You teach journalism at The American University of Paris. What are some of the important pointers you tell your students who are currently going into journalism, as I guess the television journalism field is different today than when you started.
It is constantly changing, so the most important priority for a young journalist is to remain flexible and aware of all the changes that are taking place…how best to use social media for example…to use, or not use, video…when to get involved and not get involved in the story telling. After that, I think young people these days have got to have an entrepreneurial spirit. There may not be one employer who can establish your brand identity the way NBC, ABC and CNN did mine. So you have to make your own brand. It is a good thing, by the way, to take a few business, accounting and law survey courses…because an independent journalist will not have the resources to hire accountants and lawyers.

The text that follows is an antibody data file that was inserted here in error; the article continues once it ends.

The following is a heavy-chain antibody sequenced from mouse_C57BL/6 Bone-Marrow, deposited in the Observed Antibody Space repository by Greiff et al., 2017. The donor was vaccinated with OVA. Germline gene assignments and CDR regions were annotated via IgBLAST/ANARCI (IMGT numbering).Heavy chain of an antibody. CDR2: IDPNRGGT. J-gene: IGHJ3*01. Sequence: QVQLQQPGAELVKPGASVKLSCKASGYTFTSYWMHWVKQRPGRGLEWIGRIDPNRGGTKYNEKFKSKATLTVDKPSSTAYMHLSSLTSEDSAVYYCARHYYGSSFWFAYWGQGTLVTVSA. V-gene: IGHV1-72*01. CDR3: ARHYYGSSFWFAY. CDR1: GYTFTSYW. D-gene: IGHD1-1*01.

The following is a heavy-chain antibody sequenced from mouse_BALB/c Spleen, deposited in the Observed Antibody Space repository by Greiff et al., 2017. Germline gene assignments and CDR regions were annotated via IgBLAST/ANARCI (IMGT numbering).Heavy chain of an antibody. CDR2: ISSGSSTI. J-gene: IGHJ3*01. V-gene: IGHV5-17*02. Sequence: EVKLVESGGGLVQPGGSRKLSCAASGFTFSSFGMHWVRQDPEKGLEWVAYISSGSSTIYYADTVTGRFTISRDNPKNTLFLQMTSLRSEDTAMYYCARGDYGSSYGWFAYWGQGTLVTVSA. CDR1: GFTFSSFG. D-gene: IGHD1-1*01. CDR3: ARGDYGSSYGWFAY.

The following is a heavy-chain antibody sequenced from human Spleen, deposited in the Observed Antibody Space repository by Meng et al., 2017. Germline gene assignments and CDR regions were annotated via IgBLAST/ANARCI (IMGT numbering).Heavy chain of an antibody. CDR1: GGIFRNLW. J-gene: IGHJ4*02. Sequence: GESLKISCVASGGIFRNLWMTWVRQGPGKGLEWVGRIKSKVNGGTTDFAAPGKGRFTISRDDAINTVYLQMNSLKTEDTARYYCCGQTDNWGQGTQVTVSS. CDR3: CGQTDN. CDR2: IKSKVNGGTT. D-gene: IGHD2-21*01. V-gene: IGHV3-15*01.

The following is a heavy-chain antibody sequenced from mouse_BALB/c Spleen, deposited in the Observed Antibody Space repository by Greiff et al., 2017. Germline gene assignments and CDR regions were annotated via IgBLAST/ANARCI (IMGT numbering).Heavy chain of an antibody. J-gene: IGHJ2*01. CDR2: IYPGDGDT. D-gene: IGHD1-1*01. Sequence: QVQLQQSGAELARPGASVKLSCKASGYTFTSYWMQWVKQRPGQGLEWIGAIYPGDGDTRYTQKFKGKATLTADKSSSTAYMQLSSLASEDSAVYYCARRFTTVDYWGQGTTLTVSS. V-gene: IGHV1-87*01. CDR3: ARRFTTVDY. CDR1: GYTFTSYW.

You won The French Legion of Honor in 2009. What was that experience like?
Wonderful. A great honor. Then Foreign Minister Bernard Kouchner made a wonderfully generous speech…and in return, I demonstrated to the assembled crowd that I have not lost my American accent!
What are some of the most interesting stories you covered in France?
It would be easier to list the uninteresting ones! I find this country constantly fascinating…just when you think you have it figured out, something new and surprising happens. It has been a privilege to witness the nation change over the years…shedding but at the same time maintaining tradition, watching political masters like Francois Mitterrand at work, being part of the endless debate here about how to refine and polish life to make it better. Recent years have not been so kind to the French, socially, economically or politically. And it is, from a journalist's perspective, equally interesting to watch the country try to deal with it.